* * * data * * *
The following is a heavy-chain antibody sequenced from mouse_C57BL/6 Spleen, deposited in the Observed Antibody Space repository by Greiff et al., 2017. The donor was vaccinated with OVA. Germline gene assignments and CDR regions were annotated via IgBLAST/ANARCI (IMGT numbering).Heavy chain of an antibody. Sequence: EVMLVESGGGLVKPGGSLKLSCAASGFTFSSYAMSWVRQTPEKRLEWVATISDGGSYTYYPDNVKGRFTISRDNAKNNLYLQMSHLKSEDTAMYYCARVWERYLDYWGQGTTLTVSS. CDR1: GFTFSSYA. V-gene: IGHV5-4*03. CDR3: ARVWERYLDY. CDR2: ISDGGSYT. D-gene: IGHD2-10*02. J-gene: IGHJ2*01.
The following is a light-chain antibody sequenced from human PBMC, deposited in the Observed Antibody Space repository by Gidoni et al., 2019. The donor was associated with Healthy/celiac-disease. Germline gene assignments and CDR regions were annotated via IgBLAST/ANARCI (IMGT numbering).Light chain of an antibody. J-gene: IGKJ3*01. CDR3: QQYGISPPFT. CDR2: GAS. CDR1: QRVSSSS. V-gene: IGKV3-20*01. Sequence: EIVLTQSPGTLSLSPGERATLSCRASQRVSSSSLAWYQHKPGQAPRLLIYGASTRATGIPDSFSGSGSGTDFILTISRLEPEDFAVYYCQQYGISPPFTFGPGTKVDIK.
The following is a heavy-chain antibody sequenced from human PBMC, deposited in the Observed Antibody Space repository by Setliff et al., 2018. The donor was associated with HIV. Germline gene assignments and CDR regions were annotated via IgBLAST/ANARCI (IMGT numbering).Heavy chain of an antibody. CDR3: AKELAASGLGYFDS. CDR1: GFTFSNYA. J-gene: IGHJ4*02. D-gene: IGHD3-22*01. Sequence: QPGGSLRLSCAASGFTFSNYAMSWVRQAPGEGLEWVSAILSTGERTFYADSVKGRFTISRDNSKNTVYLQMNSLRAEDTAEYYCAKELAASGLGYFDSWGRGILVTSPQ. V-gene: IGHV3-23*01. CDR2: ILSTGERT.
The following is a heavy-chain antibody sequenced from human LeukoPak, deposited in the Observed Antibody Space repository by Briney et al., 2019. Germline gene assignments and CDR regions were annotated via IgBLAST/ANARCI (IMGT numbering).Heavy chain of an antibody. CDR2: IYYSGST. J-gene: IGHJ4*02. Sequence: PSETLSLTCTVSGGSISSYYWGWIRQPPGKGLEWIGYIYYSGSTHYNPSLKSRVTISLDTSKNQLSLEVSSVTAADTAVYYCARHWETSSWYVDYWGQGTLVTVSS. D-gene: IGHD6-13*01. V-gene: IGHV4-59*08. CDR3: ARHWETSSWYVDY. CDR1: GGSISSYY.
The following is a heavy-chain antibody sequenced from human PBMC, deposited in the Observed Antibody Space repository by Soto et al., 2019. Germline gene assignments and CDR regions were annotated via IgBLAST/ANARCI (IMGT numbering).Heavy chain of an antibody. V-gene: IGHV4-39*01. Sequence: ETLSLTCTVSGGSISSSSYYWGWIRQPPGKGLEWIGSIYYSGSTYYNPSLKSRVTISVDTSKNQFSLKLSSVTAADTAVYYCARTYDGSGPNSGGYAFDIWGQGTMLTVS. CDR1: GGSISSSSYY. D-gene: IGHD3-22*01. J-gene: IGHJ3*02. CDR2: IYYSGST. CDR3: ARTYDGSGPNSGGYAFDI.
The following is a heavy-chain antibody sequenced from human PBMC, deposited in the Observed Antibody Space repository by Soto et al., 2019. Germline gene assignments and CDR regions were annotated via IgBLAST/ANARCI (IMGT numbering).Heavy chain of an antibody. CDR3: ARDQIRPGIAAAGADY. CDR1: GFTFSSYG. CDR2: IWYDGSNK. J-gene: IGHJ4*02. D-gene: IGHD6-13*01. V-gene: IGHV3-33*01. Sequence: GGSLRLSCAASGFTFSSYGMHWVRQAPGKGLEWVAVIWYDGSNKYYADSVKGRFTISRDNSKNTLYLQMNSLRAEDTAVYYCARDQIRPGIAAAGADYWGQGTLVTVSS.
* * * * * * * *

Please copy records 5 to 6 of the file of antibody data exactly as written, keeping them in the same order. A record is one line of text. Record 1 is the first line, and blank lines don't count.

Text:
The following is a heavy-chain antibody sequenced from human PBMC, deposited in the Observed Antibody Space repository by Soto et al., 2019. Germline gene assignments and CDR regions were annotated via IgBLAST/ANARCI (IMGT numbering).Heavy chain of an antibody. V-gene: IGHV4-39*01. Sequence: ETLSLTCTVSGGSISSSSYYWGWIRQPPGKGLEWIGSIYYSGSTYYNPSLKSRVTISVDTSKNQFSLKLSSVTAADTAVYYCARTYDGSGPNSGGYAFDIWGQGTMLTVS. CDR1: GGSISSSSYY. D-gene: IGHD3-22*01. J-gene: IGHJ3*02. CDR2: IYYSGST. CDR3: ARTYDGSGPNSGGYAFDI.
The following is a heavy-chain antibody sequenced from human PBMC, deposited in the Observed Antibody Space repository by Soto et al., 2019. Germline gene assignments and CDR regions were annotated via IgBLAST/ANARCI (IMGT numbering).Heavy chain of an antibody. CDR3: ARDQIRPGIAAAGADY. CDR1: GFTFSSYG. CDR2: IWYDGSNK. J-gene: IGHJ4*02. D-gene: IGHD6-13*01. V-gene: IGHV3-33*01. Sequence: GGSLRLSCAASGFTFSSYGMHWVRQAPGKGLEWVAVIWYDGSNKYYADSVKGRFTISRDNSKNTLYLQMNSLRAEDTAVYYCARDQIRPGIAAAGADYWGQGTLVTVSS.